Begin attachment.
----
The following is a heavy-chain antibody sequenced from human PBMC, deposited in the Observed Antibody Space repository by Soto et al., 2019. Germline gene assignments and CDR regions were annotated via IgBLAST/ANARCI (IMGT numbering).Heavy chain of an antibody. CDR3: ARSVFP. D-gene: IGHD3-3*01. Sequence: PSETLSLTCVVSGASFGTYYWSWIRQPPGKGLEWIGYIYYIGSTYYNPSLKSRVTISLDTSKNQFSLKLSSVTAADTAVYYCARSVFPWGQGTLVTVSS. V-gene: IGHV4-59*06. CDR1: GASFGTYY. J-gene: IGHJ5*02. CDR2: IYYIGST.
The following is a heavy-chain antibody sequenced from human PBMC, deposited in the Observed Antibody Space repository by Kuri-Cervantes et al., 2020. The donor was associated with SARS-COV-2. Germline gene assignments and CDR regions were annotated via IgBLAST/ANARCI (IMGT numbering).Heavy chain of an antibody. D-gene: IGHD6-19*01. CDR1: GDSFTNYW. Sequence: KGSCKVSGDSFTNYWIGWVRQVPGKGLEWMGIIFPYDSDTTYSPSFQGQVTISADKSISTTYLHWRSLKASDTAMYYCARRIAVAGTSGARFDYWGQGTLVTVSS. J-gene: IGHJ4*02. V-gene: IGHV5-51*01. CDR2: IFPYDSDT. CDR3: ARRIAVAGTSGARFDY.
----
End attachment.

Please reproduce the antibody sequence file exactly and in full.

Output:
The following is a heavy-chain antibody sequenced from human PBMC, deposited in the Observed Antibody Space repository by Soto et al., 2019. Germline gene assignments and CDR regions were annotated via IgBLAST/ANARCI (IMGT numbering).Heavy chain of an antibody. CDR3: ARSVFP. D-gene: IGHD3-3*01. Sequence: PSETLSLTCVVSGASFGTYYWSWIRQPPGKGLEWIGYIYYIGSTYYNPSLKSRVTISLDTSKNQFSLKLSSVTAADTAVYYCARSVFPWGQGTLVTVSS. V-gene: IGHV4-59*06. CDR1: GASFGTYY. J-gene: IGHJ5*02. CDR2: IYYIGST.
The following is a heavy-chain antibody sequenced from human PBMC, deposited in the Observed Antibody Space repository by Kuri-Cervantes et al., 2020. The donor was associated with SARS-COV-2. Germline gene assignments and CDR regions were annotated via IgBLAST/ANARCI (IMGT numbering).Heavy chain of an antibody. D-gene: IGHD6-19*01. CDR1: GDSFTNYW. Sequence: KGSCKVSGDSFTNYWIGWVRQVPGKGLEWMGIIFPYDSDTTYSPSFQGQVTISADKSISTTYLHWRSLKASDTAMYYCARRIAVAGTSGARFDYWGQGTLVTVSS. J-gene: IGHJ4*02. V-gene: IGHV5-51*01. CDR2: IFPYDSDT. CDR3: ARRIAVAGTSGARFDY.